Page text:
The word of God is the training ground for truth-telling. I will always be growing in this area if I allow the word to sanctify me. The balance? I have been forgiven for not living up to the holy standard which says I am not to “bear false witness.” Honesty moves me to integrity and I can now see myself the way he sees me: “And you are complete in him, which is the head of all principality and power.” (Col. 2:10).
“Thanks be to God for this indescribable gift!” (2 Cor. 9:15)
In International Connection, the English as a Second Language program at RBC, it is only occasionally that we have the blessing of walking a student through the doors of salvation (for a variety of reasons – various faith backgrounds, cultures, linguistic challenges, etc.) This past year, however, one of our teachers had that very privilege with a woman brand-new to our program in September 2009. B., though entry-level in her understanding of the English language, nevertheless managed to grasp the truth of the gospel very early on with the help of her teacher and other believers to whom she was introduced.
B. had other issues to surmount in her life. She lives in a women’s shelter due to a domestic abuse situation. However, she was extremely motivated to make this country her home and to get to the point in her language ability to make a living for herself and her family. She attended our program twice a week faithfully as well as that of another church-based English program. She was promoted to our Beginner-level class from Pre-Beginner quickly. She began to attend church every week and got into a Shepherd group. In time, she had a devoted “family” of believers whom she could count on for love and support.
A friend of B.’s told her about her plan to go on the Brazil mission trip and asked B. to pray for her, including asking the Lord for financial provision. The needs in Brazil are familiar to B. because, sadly, there are women and children who live on dumps in her home country too. In addition to praying, B. wanted to contribute $100. The only problem is that B. does not have a job because she does not have her green card yet. She is limited to only working an occasional personal job, like babysitting. Another friend of B.’s knew she was a certified beautician in her home country. That friend asked B. if she would come to her house and cut, color and style the hair of yet another friend. B. accepted and was delighted to earn the $100 she needed for her gift!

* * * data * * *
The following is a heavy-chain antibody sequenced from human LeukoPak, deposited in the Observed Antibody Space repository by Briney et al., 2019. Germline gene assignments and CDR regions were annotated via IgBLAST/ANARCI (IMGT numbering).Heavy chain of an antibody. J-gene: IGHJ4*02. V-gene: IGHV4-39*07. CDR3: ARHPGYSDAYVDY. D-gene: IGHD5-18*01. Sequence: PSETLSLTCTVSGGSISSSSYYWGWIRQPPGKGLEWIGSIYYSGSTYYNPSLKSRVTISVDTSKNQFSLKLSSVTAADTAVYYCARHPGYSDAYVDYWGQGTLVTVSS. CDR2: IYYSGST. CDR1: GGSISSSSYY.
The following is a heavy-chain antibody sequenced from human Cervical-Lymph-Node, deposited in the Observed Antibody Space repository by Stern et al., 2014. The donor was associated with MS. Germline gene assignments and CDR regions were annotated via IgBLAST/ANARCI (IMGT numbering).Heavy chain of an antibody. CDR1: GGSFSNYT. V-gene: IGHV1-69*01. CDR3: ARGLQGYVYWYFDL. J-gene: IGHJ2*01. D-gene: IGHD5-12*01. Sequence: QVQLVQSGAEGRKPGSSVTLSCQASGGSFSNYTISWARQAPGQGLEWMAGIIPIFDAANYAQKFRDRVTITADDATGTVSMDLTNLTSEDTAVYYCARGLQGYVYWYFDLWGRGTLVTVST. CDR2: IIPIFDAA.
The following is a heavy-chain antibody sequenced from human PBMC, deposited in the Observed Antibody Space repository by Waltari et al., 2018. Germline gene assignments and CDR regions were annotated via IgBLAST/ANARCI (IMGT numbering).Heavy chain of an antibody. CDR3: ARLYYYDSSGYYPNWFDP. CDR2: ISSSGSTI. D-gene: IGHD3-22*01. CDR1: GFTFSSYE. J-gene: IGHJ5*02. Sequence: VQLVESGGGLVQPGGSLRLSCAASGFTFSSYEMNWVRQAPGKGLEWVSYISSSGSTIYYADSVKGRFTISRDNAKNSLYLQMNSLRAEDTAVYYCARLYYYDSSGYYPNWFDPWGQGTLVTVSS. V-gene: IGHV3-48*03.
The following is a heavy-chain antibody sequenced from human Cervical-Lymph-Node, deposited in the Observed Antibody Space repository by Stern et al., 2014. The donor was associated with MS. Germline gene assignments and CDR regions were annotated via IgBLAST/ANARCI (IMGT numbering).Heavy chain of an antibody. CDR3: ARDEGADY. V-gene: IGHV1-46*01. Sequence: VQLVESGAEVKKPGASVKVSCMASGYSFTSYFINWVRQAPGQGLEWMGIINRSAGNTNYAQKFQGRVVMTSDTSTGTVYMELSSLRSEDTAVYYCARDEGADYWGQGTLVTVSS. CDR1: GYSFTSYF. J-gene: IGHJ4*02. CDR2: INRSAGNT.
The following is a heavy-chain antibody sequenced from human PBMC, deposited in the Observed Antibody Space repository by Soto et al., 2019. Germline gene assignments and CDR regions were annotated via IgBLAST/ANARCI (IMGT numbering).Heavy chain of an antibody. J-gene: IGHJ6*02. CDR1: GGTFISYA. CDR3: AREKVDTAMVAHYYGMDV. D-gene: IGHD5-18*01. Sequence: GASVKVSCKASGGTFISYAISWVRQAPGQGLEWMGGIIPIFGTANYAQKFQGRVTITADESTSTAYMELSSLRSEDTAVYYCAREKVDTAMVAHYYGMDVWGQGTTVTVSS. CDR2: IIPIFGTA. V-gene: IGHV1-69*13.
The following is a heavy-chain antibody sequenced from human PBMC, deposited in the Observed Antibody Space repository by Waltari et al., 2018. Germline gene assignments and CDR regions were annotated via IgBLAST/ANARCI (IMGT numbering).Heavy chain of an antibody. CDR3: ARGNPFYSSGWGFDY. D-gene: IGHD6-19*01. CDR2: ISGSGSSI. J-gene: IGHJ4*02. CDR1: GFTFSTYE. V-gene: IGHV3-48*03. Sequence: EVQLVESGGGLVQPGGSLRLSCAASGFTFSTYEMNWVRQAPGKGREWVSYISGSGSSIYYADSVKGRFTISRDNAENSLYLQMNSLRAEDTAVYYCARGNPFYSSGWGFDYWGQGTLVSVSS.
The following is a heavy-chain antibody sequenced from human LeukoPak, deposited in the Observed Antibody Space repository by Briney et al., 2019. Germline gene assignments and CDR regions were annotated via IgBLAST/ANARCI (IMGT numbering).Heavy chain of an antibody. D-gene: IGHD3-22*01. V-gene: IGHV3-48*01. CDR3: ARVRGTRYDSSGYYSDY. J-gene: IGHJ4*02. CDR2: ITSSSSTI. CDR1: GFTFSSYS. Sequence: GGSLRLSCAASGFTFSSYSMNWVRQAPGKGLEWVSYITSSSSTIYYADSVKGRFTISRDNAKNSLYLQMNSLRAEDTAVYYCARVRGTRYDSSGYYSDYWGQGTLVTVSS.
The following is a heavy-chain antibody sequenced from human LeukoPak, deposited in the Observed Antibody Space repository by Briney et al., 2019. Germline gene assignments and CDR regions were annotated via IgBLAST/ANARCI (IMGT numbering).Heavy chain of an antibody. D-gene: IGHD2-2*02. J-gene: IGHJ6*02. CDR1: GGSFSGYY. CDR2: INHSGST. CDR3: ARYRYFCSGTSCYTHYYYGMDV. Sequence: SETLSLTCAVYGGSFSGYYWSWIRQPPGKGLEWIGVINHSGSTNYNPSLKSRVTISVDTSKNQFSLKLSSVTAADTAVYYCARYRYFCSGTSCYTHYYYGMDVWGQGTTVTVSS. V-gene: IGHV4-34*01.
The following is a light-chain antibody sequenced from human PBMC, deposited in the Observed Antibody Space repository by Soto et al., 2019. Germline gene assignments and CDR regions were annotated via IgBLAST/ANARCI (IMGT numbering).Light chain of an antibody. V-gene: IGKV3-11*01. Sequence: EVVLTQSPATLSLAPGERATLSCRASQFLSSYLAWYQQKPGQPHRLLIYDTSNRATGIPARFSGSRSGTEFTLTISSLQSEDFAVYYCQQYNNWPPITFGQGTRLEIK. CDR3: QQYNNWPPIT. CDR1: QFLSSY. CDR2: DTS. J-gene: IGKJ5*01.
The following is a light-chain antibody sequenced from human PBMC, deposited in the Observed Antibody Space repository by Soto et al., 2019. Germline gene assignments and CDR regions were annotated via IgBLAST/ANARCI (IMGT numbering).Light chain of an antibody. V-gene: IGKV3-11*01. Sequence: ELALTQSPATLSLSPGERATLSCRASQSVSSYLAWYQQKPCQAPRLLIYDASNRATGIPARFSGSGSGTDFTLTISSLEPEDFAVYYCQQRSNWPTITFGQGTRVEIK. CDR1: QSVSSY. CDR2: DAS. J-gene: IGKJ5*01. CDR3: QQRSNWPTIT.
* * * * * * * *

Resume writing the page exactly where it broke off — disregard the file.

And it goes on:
She emphatically and joyfully gave that income to the person signed up for the mission to Brazil this summer! A whole host of people who know her were touched by this generous and sincere gift – and the blessing will be extended to another group of people far more destitute than B., thousands of miles away in Brazil.
We are in awe of the lessons God has shown us in this situation – that financial support can come from completely unexpected places and that He can use even brand-new, cross-cultural believers in the faith to inspire the rest of us.
IF I BELIEVED IN THE GOLDEN RULE, THEN I would see others as more important than I see myself. “…But in lowliness of mind let each esteem other better than themselves.” (Phil. 2:3)
This is such a hard truth to accept. Rationalization can readily get the upper hand in this one. Why should I treat others with such sacrificial love when they don’t treat me that way? It’s the old “I’ll scratch your back if you’ll scratch mine” deal. But that philosophy simply doesn’t play out very well on the stage of life. This is why the world is in the condition that it is in. It is why families are dysfunctional. It is why there is friction in business and in the church. I don’t know how many times in sharing my faith that the person I am talking to tells me they will go to heaven because they live by the Golden Rule. Has anyone ever lived by the Golden Rule? I mean, really? How many times have you passed by someone who is obviously stranded on the highway and were too busy to help? You didn’t even want to look them in the eye for fear of feeling more guilty than you already felt.
IF I believed in the Golden Rule, THEN I would actually do what I would want done for me in the same situation. For instance, if I were driving along the highway minding my own business and saw someone who looked just like me, I would slow down and take a second look. Suppose it turned out to be me? Would I pull over for me? You bet your booties I would. I would most definitely pull over for me because I really like me. In fact, “like” is not a good enough word for how much I think of me. I am crazy about me. I am my number one fan. Mike is numero uno and deserves to be rescued because he is the greatest. At least, Mike thinks so.